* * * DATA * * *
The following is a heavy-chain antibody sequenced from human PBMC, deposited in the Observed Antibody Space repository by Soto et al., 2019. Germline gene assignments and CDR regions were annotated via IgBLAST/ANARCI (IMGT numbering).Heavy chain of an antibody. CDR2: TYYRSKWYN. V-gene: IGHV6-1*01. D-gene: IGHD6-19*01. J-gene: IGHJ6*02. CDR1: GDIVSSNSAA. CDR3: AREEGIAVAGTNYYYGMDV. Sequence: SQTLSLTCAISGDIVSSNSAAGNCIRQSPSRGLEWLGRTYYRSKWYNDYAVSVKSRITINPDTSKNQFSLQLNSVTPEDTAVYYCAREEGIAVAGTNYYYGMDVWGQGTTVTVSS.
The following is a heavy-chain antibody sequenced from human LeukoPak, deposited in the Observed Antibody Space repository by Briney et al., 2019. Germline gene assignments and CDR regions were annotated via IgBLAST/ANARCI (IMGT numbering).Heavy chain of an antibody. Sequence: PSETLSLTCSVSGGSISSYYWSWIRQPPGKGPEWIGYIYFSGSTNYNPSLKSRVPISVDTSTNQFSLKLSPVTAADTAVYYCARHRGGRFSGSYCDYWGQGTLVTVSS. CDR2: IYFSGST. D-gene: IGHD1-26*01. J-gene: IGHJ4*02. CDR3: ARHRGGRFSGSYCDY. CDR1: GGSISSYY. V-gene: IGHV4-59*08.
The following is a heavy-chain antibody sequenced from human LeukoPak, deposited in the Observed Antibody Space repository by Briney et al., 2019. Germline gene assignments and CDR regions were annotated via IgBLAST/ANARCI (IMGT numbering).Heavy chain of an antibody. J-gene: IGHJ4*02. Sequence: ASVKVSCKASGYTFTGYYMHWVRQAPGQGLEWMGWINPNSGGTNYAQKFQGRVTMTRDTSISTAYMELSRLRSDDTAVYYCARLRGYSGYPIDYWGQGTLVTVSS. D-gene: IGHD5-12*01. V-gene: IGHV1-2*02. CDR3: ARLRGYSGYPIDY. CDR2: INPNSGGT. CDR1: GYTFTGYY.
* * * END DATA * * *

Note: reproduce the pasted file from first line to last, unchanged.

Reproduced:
The following is a heavy-chain antibody sequenced from human PBMC, deposited in the Observed Antibody Space repository by Soto et al., 2019. Germline gene assignments and CDR regions were annotated via IgBLAST/ANARCI (IMGT numbering).Heavy chain of an antibody. CDR2: TYYRSKWYN. V-gene: IGHV6-1*01. D-gene: IGHD6-19*01. J-gene: IGHJ6*02. CDR1: GDIVSSNSAA. CDR3: AREEGIAVAGTNYYYGMDV. Sequence: SQTLSLTCAISGDIVSSNSAAGNCIRQSPSRGLEWLGRTYYRSKWYNDYAVSVKSRITINPDTSKNQFSLQLNSVTPEDTAVYYCAREEGIAVAGTNYYYGMDVWGQGTTVTVSS.
The following is a heavy-chain antibody sequenced from human LeukoPak, deposited in the Observed Antibody Space repository by Briney et al., 2019. Germline gene assignments and CDR regions were annotated via IgBLAST/ANARCI (IMGT numbering).Heavy chain of an antibody. Sequence: PSETLSLTCSVSGGSISSYYWSWIRQPPGKGPEWIGYIYFSGSTNYNPSLKSRVPISVDTSTNQFSLKLSPVTAADTAVYYCARHRGGRFSGSYCDYWGQGTLVTVSS. CDR2: IYFSGST. D-gene: IGHD1-26*01. J-gene: IGHJ4*02. CDR3: ARHRGGRFSGSYCDY. CDR1: GGSISSYY. V-gene: IGHV4-59*08.
The following is a heavy-chain antibody sequenced from human LeukoPak, deposited in the Observed Antibody Space repository by Briney et al., 2019. Germline gene assignments and CDR regions were annotated via IgBLAST/ANARCI (IMGT numbering).Heavy chain of an antibody. J-gene: IGHJ4*02. Sequence: ASVKVSCKASGYTFTGYYMHWVRQAPGQGLEWMGWINPNSGGTNYAQKFQGRVTMTRDTSISTAYMELSRLRSDDTAVYYCARLRGYSGYPIDYWGQGTLVTVSS. D-gene: IGHD5-12*01. V-gene: IGHV1-2*02. CDR3: ARLRGYSGYPIDY. CDR2: INPNSGGT. CDR1: GYTFTGYY.